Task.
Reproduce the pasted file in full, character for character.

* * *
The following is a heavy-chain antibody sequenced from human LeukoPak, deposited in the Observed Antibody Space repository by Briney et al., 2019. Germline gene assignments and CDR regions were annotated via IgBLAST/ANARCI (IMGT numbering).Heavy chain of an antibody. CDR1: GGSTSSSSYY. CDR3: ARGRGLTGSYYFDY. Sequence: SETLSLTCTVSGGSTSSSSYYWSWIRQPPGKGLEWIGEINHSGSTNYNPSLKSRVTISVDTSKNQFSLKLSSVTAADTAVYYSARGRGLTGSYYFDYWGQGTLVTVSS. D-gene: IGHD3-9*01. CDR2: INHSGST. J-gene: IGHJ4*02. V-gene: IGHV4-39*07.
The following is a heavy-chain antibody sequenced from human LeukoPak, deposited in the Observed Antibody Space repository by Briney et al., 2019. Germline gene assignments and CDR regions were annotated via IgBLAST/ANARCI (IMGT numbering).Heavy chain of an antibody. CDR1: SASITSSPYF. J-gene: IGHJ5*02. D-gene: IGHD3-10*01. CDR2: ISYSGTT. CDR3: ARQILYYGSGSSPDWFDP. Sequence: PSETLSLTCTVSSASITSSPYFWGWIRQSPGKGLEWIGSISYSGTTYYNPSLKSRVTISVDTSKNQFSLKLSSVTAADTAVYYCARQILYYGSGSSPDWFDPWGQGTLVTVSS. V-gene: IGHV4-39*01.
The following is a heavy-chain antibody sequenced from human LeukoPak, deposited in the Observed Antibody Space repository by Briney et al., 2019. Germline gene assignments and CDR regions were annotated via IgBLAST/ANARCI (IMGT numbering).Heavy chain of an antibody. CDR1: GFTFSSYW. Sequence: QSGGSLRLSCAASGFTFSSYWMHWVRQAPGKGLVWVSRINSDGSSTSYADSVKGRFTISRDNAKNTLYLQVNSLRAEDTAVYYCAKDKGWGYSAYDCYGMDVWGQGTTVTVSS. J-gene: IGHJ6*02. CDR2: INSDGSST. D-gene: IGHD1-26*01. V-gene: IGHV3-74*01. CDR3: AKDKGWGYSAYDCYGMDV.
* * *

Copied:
The following is a heavy-chain antibody sequenced from human LeukoPak, deposited in the Observed Antibody Space repository by Briney et al., 2019. Germline gene assignments and CDR regions were annotated via IgBLAST/ANARCI (IMGT numbering).Heavy chain of an antibody. CDR1: GGSTSSSSYY. CDR3: ARGRGLTGSYYFDY. Sequence: SETLSLTCTVSGGSTSSSSYYWSWIRQPPGKGLEWIGEINHSGSTNYNPSLKSRVTISVDTSKNQFSLKLSSVTAADTAVYYSARGRGLTGSYYFDYWGQGTLVTVSS. D-gene: IGHD3-9*01. CDR2: INHSGST. J-gene: IGHJ4*02. V-gene: IGHV4-39*07.
The following is a heavy-chain antibody sequenced from human LeukoPak, deposited in the Observed Antibody Space repository by Briney et al., 2019. Germline gene assignments and CDR regions were annotated via IgBLAST/ANARCI (IMGT numbering).Heavy chain of an antibody. CDR1: SASITSSPYF. J-gene: IGHJ5*02. D-gene: IGHD3-10*01. CDR2: ISYSGTT. CDR3: ARQILYYGSGSSPDWFDP. Sequence: PSETLSLTCTVSSASITSSPYFWGWIRQSPGKGLEWIGSISYSGTTYYNPSLKSRVTISVDTSKNQFSLKLSSVTAADTAVYYCARQILYYGSGSSPDWFDPWGQGTLVTVSS. V-gene: IGHV4-39*01.
The following is a heavy-chain antibody sequenced from human LeukoPak, deposited in the Observed Antibody Space repository by Briney et al., 2019. Germline gene assignments and CDR regions were annotated via IgBLAST/ANARCI (IMGT numbering).Heavy chain of an antibody. CDR1: GFTFSSYW. Sequence: QSGGSLRLSCAASGFTFSSYWMHWVRQAPGKGLVWVSRINSDGSSTSYADSVKGRFTISRDNAKNTLYLQVNSLRAEDTAVYYCAKDKGWGYSAYDCYGMDVWGQGTTVTVSS. J-gene: IGHJ6*02. CDR2: INSDGSST. D-gene: IGHD1-26*01. V-gene: IGHV3-74*01. CDR3: AKDKGWGYSAYDCYGMDV.